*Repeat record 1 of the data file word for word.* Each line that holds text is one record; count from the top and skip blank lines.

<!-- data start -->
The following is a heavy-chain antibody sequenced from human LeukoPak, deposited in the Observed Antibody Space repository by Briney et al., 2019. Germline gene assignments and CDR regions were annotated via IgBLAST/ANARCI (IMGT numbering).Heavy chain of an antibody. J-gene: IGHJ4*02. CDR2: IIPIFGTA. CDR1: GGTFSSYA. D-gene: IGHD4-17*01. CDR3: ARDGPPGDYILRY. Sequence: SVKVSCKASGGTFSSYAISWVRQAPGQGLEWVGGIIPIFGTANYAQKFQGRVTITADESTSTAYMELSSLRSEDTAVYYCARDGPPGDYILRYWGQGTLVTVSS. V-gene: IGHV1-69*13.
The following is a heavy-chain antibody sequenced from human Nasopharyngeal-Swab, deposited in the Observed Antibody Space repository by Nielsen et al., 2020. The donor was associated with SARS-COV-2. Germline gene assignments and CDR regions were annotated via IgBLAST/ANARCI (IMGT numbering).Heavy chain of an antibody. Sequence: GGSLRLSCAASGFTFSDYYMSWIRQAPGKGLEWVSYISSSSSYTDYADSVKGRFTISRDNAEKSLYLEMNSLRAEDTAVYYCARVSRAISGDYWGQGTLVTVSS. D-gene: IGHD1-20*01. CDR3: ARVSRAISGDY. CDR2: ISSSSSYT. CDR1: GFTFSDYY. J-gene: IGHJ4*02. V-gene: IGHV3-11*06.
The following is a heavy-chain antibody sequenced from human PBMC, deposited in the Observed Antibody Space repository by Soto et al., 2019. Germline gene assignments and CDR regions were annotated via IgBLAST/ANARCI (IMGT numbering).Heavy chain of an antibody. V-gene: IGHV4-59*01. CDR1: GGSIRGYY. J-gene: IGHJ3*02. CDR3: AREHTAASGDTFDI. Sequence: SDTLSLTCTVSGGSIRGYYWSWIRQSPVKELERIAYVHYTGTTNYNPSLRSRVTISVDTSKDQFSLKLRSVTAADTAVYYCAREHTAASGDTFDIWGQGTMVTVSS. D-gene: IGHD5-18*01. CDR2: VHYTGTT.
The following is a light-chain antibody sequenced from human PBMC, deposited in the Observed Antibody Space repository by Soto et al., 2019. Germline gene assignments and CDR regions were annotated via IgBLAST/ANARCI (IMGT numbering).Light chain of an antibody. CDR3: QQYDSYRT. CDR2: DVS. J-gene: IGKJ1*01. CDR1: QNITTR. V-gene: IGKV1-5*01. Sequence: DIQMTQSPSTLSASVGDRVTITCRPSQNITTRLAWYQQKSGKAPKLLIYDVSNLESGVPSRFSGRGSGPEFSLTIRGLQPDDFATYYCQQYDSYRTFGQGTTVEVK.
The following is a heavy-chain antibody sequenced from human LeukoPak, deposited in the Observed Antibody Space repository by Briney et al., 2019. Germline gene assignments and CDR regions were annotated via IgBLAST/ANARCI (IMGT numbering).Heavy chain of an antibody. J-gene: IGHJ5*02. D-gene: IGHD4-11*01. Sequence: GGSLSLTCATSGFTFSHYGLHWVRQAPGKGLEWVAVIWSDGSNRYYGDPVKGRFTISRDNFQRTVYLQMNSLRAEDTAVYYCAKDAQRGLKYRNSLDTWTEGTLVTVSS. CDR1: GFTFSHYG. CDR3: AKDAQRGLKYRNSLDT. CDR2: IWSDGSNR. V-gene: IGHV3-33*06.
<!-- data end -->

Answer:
The following is a heavy-chain antibody sequenced from human LeukoPak, deposited in the Observed Antibody Space repository by Briney et al., 2019. Germline gene assignments and CDR regions were annotated via IgBLAST/ANARCI (IMGT numbering).Heavy chain of an antibody. J-gene: IGHJ4*02. CDR2: IIPIFGTA. CDR1: GGTFSSYA. D-gene: IGHD4-17*01. CDR3: ARDGPPGDYILRY. Sequence: SVKVSCKASGGTFSSYAISWVRQAPGQGLEWVGGIIPIFGTANYAQKFQGRVTITADESTSTAYMELSSLRSEDTAVYYCARDGPPGDYILRYWGQGTLVTVSS. V-gene: IGHV1-69*13.